We have been so busy reporting on the spreading calamity in cryptocurrencies, watching investors sell stocks and try to redeem funds from real estate investment trusts, and writing about the Federal Reserve’s rush to create its own total surveillance digital currency, that you might think we have taken our eye off Washington’s fiscal irresponsibility.

Not for a moment!

The ruination of a national currency always begins with the government spending more money than it has. Printing money is only a follow-on effect; if the government had sufficient revenue to cover its spending, it wouldn’t resort to money printing.

Throughout modern history, bankrupt nations often wind things up with a furious flurry of money printing because they can no longer borrow.   

So, with this Gold Watch commentary, we want to bring you up to date on the fiscal condition of our country, since that is where it all starts.

Our Current Fiscal Condition

In November, the most recent reporting month, the U.S. government spent almost a half-trillion dollars. It had to borrow about half of that, almost a quarter of a trillion dollars. At that rate, Washington would be running a $3 trillion annual deficit.

Here are the actual numbers for November. It’s not a pretty picture.

Outlays:  $499 billion  (an increase of $27 billion over the prior November)

Revenue:  $251 billion  (a decrease of $30 billion from the prior November)


Deficit:  $248 billion  (a 29 percent increase in the deficit from the prior November)

The cycle of spending could be halted. It’s conceptually easy to do so, as Senator Rand Paul points out. “If we passed 2019’s budget, a budget from three or four years ago, if we passed that today, the budget would balance.” 

Was the government so starved of revenue, were expenditures so miserly in 2019, were needs so unmet that the United States could simply not survive limited to what it spent that year? 

In the view of Washington, both the House and the Senate, and Republicans and Democrats alike, apparently that is asking too much. It’s draconian. It’s unthinkably severe. So instead, says Senator Paul, “We are bankrupting the country. We’re adding debt faster than we have ever added it in the history of the country.”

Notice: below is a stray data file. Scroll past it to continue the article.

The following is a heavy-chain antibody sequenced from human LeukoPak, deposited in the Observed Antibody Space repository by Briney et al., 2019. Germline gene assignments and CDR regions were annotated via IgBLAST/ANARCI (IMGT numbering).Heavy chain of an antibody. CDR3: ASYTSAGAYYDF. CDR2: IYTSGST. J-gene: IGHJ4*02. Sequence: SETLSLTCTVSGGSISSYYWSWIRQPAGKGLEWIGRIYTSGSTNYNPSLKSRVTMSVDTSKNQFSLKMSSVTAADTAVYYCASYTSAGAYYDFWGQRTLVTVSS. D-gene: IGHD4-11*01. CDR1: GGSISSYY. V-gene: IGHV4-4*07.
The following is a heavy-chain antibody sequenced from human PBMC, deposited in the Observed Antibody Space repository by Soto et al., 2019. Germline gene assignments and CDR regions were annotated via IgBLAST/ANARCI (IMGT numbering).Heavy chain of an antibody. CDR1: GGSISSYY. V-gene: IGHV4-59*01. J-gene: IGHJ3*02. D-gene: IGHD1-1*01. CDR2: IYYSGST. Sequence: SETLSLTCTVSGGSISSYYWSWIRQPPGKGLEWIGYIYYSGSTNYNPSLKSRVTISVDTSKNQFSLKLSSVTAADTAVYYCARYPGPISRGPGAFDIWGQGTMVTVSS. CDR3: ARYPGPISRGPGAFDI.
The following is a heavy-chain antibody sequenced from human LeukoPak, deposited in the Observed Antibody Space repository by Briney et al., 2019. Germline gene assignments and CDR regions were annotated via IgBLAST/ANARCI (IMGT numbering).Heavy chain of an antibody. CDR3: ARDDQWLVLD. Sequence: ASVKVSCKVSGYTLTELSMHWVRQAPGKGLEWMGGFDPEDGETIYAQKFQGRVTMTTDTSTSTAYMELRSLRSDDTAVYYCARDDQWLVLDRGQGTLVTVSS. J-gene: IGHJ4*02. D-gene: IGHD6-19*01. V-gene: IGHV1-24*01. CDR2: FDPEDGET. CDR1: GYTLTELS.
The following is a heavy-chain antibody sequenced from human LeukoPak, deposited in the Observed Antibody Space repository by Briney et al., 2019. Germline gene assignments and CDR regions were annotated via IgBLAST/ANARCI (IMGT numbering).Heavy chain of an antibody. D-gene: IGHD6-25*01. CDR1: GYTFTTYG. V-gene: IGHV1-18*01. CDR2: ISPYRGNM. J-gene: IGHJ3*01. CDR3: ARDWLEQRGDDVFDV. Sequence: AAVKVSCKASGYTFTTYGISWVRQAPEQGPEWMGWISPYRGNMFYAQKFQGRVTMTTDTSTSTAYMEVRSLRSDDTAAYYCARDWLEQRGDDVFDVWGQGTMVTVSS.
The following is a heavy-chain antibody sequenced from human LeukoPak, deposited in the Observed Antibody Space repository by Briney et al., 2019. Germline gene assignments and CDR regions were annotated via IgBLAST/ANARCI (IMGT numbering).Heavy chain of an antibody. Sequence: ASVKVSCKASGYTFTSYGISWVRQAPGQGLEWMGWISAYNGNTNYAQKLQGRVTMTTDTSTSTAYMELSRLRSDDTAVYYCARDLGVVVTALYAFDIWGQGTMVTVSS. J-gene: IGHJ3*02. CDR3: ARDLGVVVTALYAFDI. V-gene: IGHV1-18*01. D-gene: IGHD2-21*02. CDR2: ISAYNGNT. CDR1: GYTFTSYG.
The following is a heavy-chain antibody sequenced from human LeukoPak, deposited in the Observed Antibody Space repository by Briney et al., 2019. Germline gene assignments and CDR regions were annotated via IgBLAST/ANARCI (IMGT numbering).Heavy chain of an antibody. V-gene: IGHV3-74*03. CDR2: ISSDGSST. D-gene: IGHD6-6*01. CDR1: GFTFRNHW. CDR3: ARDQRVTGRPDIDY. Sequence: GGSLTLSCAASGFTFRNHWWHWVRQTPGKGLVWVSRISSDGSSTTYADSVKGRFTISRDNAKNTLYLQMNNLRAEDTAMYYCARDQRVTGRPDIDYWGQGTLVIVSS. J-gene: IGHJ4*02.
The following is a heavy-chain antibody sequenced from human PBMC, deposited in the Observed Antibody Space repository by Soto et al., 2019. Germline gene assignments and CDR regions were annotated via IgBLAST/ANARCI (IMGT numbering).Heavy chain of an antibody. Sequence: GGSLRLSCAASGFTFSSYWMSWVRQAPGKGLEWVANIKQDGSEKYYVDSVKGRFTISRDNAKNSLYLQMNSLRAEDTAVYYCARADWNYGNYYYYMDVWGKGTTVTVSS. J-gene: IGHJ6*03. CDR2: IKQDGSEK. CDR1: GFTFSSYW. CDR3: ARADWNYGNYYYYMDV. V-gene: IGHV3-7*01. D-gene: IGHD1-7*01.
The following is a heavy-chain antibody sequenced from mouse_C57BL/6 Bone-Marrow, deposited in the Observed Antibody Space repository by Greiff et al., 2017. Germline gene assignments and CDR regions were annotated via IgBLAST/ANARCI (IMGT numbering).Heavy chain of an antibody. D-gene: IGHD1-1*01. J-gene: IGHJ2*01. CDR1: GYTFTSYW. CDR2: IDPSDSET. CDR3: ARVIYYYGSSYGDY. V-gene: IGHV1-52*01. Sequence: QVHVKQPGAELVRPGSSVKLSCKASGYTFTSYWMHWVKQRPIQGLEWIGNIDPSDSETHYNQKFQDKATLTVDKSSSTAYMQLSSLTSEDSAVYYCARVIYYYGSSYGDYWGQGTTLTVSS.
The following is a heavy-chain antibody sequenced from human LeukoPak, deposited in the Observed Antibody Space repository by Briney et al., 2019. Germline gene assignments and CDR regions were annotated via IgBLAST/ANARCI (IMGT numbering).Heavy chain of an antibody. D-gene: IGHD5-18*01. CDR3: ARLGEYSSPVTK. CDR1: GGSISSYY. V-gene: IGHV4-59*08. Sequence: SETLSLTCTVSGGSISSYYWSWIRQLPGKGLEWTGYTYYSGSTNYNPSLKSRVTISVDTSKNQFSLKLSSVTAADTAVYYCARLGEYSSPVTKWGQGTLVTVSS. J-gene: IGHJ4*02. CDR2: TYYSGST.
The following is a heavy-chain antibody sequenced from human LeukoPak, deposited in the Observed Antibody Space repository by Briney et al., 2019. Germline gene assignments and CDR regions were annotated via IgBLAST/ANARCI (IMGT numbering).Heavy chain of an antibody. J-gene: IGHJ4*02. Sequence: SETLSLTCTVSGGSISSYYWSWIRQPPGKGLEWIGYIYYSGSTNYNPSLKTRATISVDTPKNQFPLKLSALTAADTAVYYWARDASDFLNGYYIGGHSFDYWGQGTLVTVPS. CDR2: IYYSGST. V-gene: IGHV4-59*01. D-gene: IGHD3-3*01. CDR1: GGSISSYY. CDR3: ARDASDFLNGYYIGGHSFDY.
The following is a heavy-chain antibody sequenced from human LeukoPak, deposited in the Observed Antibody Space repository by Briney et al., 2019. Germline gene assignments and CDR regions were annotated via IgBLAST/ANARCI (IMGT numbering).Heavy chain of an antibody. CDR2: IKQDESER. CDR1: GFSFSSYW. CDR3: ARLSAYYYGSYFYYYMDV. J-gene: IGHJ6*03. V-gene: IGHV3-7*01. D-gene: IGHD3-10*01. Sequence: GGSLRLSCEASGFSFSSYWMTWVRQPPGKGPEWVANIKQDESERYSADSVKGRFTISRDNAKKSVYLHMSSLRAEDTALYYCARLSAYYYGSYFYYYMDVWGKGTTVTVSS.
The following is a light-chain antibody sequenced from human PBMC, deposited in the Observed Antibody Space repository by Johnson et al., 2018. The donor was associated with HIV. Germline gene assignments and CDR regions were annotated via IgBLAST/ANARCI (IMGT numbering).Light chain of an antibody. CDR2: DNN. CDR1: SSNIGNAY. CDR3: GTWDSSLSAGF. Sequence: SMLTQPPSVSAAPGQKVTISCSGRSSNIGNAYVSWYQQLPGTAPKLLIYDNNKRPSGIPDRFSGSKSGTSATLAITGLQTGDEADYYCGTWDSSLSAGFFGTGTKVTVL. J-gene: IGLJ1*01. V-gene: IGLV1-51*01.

Which means the Fed will have to print money. Aren’t you glad you own gold? 

The Omnibus Spending Bill

As we write, Washington is whipping up a 2023 fiscal year “omnibus” spending bill that clocks in a $1.7 trillion. Heritage Foundation senior fellow Stephen Moore says that it “Christmas-wraps hundreds upon hundreds of billions of congressional spending in one giant gift box to special interests—all with a bright red bow on top.”

As is the way in Washington, no one really reads the bills.

Moore writes, “Few read what’s actually in the omnibus. And that’s the whole point. No one knows what’s in it. This way, the Congress critters can claim plausible deniability….”

“Congress has approved some $5 trillion of debt spending since COVID-19 hit these shores. That’s more money adjusted for inflation than Washington spent to win World War II. Worse, COVID-19 is long over, but the debt spending isn’t slowing down a bit. Biden has spent at a more financially ruinous pace than any president in modern times. But even with COVID-19 long over, Congress isn’t pulling back. The new pandemic in America is runaway spending debt.”

The Government and Money Printing

When the government spends money it doesn’t have, it can borrow the money or print it. But rising interest rates are creating a brick wall for the borrowing option. As you can see from this chart, federal interest expense is already spiking. 

It hit $724 trillion in fiscal 2022. For now, the average interest rate on the government’s $31.3 trillion debt portfolio is just over 2%. Over time, the higher interest rates the Fed has been engineering of late will be applied to more and more of the U.S. debt portfolio, driving borrowing costs up even more sharply and forcing the alternative of more money printing.

Of course, there is more to the debt picture than government debt. Private debt—corporate debt, mortgage lending, credit card debt, and auto loans—is subject to higher rates as well. And they are feeling the pain. Together, they create a powerful constituency for the Fed to crank up the inflation presses and drive rates down.

We will finish with a quote from Ernest Hemingway’s The Sun Also Rises that captures our national moment:

“How did you go bankrupt?” Bill asked.

“Two ways,” Mike said. “Gradually, and then suddenly.”

About half of all federal spending today is borrowed. The cost of that borrowing is going up. We are past gradually. Aren’t you glad you own gold?

And if you don’t, maybe it’s time you start to consider it.

If you’re interested in investing in precious metals, let us provide you with a free one-on-one consultation.

The opinions, beliefs, and viewpoints expressed in this article do not necessarily reflect the opinions, beliefs, and viewpoints of Red Rock Secured LLC or the official policies of Red Rock Secured LLC. Red Rock Secured LLC is not a financial advisor, is not licensed to provide investment advice and neither provides investment nor financial advice. Red Rock is a product specialist that can help evaluate your precious metals purchase options.

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